Psilocybin mushrooms are making a comeback after decades of being demonized. Magic mushrooms were banned in the 70s, despite having important medicinal qualities. Today scientists from leading institutions are acknowledging that under medical supervision and in small amounts, psilocybin mushrooms have the potential to treat serious psychological disorders.
The history of psilocybin mushrooms
Some historians believe that psilocybin mushrooms may have been used as far back as 9000 B.C. in North African indigenous cultures. Evidenced by representations in rock paintings. Statues and other representatives of what appear to be mushrooms have also been found in Mayan and Aztec ruins in Central America. The Aztecs used a substance called teonanácatl, which means “flesh of the gods,” that could refer to magic mushrooms. Along with peyote, morning glory seeds, and other naturally occurring psychotropics, the mushrooms were used to induce a trance, produce visions, and communicate with the gods. When Spanish Catholic missionary priests came to the New World in the 16th century, they wrote about the use of these psychotropic substances.
There is further confirmed use among several contemporary tribes of indigenous peoples in Central America, including the Mazatec, Mixtec, Nauhua, and Zapatec.
Magic Mushrooms and the West
As mentioned, humans have consumed psilocybin, the naturally occurring psychedelic compound found in magic mushrooms, for more than 10,000 years. By the mid 20th century, the context was religious and for healing purposes. That all changed on June 29, 1955, when a banker at J.P. Morgan named R. Gordon Wasson traveled to Mexico with a photographer to the mud hut of the Mazatec curandera (medicine woman) called María Sabina. She shared a magic mushroom preparation that her tribe had been taking for thousands of years. Wesson and his photographer became “first white men in recorded history to eat the divine mushrooms.”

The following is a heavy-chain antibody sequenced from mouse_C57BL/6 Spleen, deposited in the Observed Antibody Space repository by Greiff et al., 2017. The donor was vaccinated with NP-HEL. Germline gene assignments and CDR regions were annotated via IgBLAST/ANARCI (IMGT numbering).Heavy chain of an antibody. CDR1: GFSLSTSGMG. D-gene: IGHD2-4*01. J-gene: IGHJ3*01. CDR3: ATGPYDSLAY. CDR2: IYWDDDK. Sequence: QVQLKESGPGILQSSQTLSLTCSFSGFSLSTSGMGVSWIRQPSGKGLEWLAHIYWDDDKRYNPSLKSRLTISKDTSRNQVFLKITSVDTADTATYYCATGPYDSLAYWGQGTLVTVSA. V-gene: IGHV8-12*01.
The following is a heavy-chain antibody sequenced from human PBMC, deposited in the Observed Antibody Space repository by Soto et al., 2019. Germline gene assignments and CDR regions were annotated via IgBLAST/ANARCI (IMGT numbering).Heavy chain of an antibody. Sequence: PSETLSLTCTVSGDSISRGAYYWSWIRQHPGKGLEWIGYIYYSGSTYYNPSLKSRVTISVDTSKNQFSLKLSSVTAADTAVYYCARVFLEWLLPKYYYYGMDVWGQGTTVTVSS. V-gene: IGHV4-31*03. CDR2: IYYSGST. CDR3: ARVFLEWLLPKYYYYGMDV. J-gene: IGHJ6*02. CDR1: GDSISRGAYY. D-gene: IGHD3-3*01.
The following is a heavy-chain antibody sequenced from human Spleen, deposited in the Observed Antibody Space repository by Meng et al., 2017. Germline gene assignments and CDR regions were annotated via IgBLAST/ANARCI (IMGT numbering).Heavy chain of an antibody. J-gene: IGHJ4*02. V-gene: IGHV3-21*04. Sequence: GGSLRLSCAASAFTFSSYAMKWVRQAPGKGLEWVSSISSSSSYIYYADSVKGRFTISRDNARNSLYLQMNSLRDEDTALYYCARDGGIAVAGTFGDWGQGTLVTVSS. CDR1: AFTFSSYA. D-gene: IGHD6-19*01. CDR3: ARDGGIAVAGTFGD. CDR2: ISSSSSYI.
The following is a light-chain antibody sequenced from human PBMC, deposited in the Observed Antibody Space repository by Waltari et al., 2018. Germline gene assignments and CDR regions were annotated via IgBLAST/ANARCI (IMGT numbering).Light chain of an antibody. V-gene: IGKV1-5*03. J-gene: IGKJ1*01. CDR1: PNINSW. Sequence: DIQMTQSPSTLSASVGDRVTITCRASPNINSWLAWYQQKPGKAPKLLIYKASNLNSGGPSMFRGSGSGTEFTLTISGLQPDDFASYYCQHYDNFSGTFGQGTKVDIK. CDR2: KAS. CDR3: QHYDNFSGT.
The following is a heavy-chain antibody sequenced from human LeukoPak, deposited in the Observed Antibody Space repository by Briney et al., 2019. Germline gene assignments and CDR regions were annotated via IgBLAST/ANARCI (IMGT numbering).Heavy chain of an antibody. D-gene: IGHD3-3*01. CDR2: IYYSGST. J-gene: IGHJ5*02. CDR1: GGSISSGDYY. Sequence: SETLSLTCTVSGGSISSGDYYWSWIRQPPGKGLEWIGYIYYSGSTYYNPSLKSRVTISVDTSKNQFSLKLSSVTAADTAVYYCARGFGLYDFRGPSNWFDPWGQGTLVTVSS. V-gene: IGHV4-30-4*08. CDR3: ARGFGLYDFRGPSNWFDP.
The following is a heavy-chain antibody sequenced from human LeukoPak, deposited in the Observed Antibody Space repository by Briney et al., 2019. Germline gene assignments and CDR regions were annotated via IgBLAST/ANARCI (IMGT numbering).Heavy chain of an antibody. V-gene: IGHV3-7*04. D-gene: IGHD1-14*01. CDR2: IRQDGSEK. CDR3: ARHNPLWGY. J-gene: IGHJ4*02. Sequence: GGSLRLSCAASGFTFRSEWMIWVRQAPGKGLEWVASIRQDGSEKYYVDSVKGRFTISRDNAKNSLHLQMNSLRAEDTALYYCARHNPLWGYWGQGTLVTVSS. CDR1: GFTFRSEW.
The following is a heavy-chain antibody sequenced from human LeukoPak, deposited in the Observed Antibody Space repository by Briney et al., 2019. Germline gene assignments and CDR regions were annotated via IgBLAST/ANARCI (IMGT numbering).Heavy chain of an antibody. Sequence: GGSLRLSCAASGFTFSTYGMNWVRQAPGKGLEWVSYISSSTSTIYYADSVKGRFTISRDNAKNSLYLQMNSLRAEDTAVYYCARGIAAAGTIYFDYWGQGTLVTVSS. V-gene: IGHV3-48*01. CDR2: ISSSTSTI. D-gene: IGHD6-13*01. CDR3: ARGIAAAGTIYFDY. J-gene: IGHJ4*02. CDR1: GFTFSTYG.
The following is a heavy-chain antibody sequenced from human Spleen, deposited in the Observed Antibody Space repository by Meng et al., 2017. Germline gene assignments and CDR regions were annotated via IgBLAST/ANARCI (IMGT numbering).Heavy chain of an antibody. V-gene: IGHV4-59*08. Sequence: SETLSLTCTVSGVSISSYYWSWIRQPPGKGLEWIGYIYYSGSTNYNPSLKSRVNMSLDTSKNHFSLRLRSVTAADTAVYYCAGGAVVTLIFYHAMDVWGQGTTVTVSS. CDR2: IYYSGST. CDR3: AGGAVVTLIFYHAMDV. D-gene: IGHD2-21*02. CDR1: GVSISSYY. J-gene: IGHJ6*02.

A true story
The banker went on to share his experiences in a LIFE magazine in 1957, in an article titled “Seeking the Magic Mushroom,”
Leading French botanist Roger Heim read about Wasson’s experience. Known for his studies describing the anatomy of mushroom hymenium, Heim enlisted the help of Albert Hofmann (the “father” of LSD), who isolated and extracted psilocybin and psilocin from some mushrooms Wasson brought back. [Source: Harvard University].
More scientists experimented
Timothy Leary, perhaps the most famous proponent of psychotropic drugs such as LSD, also read the LIFE article and was intrigued.
From 1960 already Timothy Leary and Richard Alpert, two promising young psychologists at Harvard University had started to investigate the effects of psychotropic substances on the human mind.
Psychology, they argued, had a legitimate interest in how cognition, perception, and emotion are affected by mind-altering substances. At the time, the possible dangers of researching such substances were not as well known as they were in subsequent decades.
Brain body experiments